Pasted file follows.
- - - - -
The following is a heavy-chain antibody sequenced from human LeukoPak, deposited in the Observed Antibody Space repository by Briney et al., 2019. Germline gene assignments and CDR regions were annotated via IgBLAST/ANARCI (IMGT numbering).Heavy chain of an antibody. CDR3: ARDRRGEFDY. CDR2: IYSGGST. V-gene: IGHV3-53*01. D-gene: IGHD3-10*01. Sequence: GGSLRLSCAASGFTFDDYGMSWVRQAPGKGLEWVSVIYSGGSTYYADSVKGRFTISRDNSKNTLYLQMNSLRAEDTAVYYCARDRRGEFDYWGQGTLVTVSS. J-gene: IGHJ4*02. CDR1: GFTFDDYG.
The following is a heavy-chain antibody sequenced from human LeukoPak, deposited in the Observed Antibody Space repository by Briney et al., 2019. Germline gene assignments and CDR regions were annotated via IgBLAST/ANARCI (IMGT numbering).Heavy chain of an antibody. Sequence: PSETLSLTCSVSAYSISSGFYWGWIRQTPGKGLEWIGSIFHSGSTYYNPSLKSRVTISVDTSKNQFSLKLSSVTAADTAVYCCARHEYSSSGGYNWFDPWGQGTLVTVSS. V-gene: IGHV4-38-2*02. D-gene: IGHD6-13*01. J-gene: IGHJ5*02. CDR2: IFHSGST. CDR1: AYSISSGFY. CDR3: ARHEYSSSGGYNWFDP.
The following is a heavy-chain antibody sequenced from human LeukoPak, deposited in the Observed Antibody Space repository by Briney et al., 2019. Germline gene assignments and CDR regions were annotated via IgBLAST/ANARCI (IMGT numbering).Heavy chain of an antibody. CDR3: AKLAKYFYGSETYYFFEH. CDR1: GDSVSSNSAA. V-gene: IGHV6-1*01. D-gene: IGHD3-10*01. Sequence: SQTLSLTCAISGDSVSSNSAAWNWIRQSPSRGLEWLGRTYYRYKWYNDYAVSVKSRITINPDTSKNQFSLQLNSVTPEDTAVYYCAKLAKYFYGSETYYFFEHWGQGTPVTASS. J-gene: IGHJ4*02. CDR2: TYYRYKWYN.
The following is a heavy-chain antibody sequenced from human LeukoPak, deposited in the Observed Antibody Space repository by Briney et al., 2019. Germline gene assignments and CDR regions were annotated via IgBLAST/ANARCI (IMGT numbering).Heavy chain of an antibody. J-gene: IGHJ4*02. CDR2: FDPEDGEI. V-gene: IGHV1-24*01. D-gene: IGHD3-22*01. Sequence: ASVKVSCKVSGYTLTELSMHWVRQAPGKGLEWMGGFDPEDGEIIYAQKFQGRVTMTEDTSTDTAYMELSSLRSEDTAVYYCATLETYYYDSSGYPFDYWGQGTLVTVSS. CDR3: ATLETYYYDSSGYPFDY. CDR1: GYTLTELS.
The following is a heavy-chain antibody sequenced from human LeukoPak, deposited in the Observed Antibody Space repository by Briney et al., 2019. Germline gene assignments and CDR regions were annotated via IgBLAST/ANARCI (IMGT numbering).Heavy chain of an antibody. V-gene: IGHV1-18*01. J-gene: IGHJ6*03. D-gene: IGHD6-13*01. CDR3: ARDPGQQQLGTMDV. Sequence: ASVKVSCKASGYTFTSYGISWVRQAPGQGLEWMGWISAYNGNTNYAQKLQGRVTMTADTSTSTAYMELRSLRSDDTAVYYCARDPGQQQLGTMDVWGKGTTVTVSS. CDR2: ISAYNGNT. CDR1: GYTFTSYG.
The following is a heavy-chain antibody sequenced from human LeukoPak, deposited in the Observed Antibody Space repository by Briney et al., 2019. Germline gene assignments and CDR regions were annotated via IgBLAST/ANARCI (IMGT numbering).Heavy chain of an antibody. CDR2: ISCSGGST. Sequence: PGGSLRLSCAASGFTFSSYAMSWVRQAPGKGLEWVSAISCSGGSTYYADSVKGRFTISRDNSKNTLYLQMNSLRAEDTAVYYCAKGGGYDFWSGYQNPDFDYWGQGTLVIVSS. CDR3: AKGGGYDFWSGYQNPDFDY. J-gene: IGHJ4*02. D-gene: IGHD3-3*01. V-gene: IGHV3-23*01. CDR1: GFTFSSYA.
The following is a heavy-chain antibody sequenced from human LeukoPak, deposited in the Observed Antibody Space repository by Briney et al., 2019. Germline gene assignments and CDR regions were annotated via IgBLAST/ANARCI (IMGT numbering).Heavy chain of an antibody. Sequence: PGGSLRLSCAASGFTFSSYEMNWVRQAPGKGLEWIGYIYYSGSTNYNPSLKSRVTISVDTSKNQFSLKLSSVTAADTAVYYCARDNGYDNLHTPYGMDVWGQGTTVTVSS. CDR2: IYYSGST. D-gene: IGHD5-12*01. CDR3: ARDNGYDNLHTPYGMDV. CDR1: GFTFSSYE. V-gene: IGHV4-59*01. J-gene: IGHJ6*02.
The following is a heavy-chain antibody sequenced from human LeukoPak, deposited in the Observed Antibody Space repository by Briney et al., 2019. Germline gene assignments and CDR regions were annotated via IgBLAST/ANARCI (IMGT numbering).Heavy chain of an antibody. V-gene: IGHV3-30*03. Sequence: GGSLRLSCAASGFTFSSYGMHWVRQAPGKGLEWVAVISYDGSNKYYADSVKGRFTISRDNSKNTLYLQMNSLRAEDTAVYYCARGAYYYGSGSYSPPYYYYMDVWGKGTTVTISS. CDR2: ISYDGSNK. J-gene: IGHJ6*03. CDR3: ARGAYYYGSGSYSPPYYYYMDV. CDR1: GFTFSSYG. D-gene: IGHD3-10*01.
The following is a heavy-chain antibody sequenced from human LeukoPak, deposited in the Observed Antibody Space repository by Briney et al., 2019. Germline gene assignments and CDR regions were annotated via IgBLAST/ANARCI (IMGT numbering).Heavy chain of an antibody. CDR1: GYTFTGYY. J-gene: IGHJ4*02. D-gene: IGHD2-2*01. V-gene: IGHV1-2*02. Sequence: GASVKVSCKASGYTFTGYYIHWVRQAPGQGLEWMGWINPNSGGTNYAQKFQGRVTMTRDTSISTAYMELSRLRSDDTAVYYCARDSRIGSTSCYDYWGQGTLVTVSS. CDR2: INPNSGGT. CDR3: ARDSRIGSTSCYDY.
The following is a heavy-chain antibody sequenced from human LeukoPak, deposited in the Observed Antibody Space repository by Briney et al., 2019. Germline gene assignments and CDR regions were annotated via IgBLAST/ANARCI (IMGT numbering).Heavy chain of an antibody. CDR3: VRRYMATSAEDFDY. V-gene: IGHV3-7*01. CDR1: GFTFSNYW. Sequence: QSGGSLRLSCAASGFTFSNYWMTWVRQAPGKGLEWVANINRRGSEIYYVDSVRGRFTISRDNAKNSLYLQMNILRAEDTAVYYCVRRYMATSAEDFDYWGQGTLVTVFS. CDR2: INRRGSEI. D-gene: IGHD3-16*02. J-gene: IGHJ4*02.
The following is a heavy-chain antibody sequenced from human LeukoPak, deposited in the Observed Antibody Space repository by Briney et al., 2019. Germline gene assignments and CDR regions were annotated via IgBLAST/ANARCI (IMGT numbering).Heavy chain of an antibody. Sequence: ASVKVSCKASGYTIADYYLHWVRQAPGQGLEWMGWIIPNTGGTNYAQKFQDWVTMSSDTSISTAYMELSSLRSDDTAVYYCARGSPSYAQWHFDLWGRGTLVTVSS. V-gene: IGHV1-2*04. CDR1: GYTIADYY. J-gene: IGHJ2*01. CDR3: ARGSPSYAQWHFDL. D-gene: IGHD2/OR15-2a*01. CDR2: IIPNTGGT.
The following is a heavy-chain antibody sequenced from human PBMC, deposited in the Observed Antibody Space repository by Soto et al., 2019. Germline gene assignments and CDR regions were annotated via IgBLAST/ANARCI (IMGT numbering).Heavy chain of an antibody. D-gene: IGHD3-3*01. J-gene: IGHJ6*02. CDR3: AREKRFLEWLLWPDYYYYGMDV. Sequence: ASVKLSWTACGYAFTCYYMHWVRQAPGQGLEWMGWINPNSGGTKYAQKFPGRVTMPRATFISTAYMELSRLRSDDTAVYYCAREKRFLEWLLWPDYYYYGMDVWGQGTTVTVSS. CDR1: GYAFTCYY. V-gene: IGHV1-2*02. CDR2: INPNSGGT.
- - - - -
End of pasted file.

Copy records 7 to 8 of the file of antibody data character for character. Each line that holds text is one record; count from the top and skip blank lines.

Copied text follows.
The following is a heavy-chain antibody sequenced from human LeukoPak, deposited in the Observed Antibody Space repository by Briney et al., 2019. Germline gene assignments and CDR regions were annotated via IgBLAST/ANARCI (IMGT numbering).Heavy chain of an antibody. Sequence: PGGSLRLSCAASGFTFSSYEMNWVRQAPGKGLEWIGYIYYSGSTNYNPSLKSRVTISVDTSKNQFSLKLSSVTAADTAVYYCARDNGYDNLHTPYGMDVWGQGTTVTVSS. CDR2: IYYSGST. D-gene: IGHD5-12*01. CDR3: ARDNGYDNLHTPYGMDV. CDR1: GFTFSSYE. V-gene: IGHV4-59*01. J-gene: IGHJ6*02.
The following is a heavy-chain antibody sequenced from human LeukoPak, deposited in the Observed Antibody Space repository by Briney et al., 2019. Germline gene assignments and CDR regions were annotated via IgBLAST/ANARCI (IMGT numbering).Heavy chain of an antibody. V-gene: IGHV3-30*03. Sequence: GGSLRLSCAASGFTFSSYGMHWVRQAPGKGLEWVAVISYDGSNKYYADSVKGRFTISRDNSKNTLYLQMNSLRAEDTAVYYCARGAYYYGSGSYSPPYYYYMDVWGKGTTVTISS. CDR2: ISYDGSNK. J-gene: IGHJ6*03. CDR3: ARGAYYYGSGSYSPPYYYYMDV. CDR1: GFTFSSYG. D-gene: IGHD3-10*01.